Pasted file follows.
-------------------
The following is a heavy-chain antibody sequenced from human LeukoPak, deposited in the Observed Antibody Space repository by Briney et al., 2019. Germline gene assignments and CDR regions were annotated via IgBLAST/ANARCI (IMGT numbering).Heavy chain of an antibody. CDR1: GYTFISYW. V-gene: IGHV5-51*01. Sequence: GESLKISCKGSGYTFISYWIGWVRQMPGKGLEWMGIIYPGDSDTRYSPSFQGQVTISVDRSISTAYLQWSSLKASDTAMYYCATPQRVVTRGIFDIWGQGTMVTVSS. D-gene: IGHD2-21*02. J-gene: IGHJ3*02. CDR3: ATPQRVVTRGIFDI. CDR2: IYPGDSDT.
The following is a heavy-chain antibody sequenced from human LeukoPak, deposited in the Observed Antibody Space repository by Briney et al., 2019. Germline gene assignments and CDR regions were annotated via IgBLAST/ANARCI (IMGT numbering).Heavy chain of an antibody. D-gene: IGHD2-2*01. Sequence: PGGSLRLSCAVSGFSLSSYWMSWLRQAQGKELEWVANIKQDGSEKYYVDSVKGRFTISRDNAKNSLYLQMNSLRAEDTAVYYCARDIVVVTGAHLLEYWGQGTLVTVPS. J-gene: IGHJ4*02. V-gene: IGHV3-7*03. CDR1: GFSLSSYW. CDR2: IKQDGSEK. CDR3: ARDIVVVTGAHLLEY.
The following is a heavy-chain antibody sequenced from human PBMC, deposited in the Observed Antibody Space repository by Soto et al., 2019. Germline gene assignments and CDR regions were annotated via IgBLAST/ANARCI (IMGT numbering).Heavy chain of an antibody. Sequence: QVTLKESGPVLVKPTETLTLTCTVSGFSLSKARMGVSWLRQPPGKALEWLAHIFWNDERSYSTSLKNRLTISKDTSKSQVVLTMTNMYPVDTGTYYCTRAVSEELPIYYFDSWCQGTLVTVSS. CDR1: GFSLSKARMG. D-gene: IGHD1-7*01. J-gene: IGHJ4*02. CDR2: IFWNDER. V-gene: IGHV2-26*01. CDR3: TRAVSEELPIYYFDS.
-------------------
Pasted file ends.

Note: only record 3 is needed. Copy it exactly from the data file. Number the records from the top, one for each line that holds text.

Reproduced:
The following is a heavy-chain antibody sequenced from human PBMC, deposited in the Observed Antibody Space repository by Soto et al., 2019. Germline gene assignments and CDR regions were annotated via IgBLAST/ANARCI (IMGT numbering).Heavy chain of an antibody. Sequence: QVTLKESGPVLVKPTETLTLTCTVSGFSLSKARMGVSWLRQPPGKALEWLAHIFWNDERSYSTSLKNRLTISKDTSKSQVVLTMTNMYPVDTGTYYCTRAVSEELPIYYFDSWCQGTLVTVSS. CDR1: GFSLSKARMG. D-gene: IGHD1-7*01. J-gene: IGHJ4*02. CDR2: IFWNDER. V-gene: IGHV2-26*01. CDR3: TRAVSEELPIYYFDS.